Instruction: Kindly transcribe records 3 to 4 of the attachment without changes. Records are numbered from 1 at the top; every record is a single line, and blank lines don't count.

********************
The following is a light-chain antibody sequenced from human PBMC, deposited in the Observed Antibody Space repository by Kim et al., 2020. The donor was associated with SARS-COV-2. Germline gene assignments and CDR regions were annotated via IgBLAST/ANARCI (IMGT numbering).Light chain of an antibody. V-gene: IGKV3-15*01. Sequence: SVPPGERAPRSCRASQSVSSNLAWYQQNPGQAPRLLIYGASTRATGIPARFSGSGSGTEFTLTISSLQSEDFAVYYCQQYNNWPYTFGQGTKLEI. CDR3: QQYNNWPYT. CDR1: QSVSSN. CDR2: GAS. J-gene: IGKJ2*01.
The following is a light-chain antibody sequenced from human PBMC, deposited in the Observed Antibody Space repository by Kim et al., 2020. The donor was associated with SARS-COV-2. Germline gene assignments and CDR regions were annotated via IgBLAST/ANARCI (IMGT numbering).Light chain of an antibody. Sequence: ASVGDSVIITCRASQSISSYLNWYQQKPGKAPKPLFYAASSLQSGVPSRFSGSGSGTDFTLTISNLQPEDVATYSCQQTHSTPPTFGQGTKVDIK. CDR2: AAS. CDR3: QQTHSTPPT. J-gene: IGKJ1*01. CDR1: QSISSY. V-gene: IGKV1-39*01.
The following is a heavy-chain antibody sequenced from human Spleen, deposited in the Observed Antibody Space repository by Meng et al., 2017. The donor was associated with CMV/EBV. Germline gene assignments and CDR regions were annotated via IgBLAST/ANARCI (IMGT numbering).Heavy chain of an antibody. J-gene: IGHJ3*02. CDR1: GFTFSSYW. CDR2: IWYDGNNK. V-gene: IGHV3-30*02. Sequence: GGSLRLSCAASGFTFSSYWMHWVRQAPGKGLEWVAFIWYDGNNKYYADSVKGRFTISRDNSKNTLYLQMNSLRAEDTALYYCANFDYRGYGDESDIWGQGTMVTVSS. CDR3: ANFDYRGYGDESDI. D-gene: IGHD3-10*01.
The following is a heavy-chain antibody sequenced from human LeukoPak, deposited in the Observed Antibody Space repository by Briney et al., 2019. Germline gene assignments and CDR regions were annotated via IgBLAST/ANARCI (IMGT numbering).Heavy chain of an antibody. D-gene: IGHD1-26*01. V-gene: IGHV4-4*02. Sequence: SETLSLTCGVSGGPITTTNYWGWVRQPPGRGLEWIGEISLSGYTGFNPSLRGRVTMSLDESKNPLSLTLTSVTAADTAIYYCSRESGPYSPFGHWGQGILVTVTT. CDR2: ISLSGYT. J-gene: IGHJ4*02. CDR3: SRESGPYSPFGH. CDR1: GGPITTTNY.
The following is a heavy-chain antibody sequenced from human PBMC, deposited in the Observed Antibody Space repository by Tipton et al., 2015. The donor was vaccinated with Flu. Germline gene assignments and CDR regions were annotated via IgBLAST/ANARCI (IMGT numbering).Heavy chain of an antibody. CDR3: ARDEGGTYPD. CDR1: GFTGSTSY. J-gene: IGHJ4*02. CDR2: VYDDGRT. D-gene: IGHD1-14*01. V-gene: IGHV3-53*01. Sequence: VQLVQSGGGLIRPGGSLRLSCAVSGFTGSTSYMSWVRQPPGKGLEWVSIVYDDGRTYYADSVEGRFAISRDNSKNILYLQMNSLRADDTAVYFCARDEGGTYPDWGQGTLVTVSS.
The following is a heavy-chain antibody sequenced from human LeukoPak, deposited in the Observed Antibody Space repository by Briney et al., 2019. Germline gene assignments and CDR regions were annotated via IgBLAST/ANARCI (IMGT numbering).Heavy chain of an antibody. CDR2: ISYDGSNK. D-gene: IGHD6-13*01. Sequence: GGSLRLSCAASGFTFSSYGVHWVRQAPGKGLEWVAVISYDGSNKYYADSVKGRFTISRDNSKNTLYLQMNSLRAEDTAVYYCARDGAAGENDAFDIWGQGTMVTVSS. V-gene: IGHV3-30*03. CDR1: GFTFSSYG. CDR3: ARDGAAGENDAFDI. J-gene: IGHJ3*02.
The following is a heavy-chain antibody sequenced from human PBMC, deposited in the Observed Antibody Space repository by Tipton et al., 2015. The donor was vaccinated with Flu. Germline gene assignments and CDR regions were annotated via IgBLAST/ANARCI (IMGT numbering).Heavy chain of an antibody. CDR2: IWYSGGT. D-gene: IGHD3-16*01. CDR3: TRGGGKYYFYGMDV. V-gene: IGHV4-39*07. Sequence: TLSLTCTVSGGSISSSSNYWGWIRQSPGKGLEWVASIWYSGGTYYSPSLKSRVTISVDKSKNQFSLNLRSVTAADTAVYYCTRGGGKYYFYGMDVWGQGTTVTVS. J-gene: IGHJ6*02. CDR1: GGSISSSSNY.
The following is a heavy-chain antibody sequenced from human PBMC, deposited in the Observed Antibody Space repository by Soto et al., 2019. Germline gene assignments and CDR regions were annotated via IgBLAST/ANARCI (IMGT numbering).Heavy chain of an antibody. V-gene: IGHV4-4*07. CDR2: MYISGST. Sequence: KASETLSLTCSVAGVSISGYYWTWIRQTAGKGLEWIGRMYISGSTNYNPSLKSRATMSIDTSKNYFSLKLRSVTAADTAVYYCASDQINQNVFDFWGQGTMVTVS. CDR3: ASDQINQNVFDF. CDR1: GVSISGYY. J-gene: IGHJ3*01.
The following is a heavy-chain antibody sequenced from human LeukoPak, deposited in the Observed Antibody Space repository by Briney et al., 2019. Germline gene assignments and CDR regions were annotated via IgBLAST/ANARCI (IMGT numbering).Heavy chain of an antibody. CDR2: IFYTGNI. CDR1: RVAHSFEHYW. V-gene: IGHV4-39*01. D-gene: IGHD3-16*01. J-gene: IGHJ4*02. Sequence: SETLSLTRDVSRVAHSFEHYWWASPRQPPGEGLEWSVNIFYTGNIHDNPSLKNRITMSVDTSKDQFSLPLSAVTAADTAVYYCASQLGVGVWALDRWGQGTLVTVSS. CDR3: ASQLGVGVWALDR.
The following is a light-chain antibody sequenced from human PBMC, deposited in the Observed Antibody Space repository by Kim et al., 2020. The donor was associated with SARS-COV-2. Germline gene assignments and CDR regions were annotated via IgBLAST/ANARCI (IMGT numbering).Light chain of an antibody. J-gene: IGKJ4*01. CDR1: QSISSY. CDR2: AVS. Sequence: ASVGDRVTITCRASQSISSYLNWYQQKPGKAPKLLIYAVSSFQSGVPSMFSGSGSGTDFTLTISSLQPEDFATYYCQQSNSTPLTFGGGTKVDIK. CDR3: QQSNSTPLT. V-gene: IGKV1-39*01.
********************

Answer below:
The following is a heavy-chain antibody sequenced from human Spleen, deposited in the Observed Antibody Space repository by Meng et al., 2017. The donor was associated with CMV/EBV. Germline gene assignments and CDR regions were annotated via IgBLAST/ANARCI (IMGT numbering).Heavy chain of an antibody. J-gene: IGHJ3*02. CDR1: GFTFSSYW. CDR2: IWYDGNNK. V-gene: IGHV3-30*02. Sequence: GGSLRLSCAASGFTFSSYWMHWVRQAPGKGLEWVAFIWYDGNNKYYADSVKGRFTISRDNSKNTLYLQMNSLRAEDTALYYCANFDYRGYGDESDIWGQGTMVTVSS. CDR3: ANFDYRGYGDESDI. D-gene: IGHD3-10*01.
The following is a heavy-chain antibody sequenced from human LeukoPak, deposited in the Observed Antibody Space repository by Briney et al., 2019. Germline gene assignments and CDR regions were annotated via IgBLAST/ANARCI (IMGT numbering).Heavy chain of an antibody. D-gene: IGHD1-26*01. V-gene: IGHV4-4*02. Sequence: SETLSLTCGVSGGPITTTNYWGWVRQPPGRGLEWIGEISLSGYTGFNPSLRGRVTMSLDESKNPLSLTLTSVTAADTAIYYCSRESGPYSPFGHWGQGILVTVTT. CDR2: ISLSGYT. J-gene: IGHJ4*02. CDR3: SRESGPYSPFGH. CDR1: GGPITTTNY.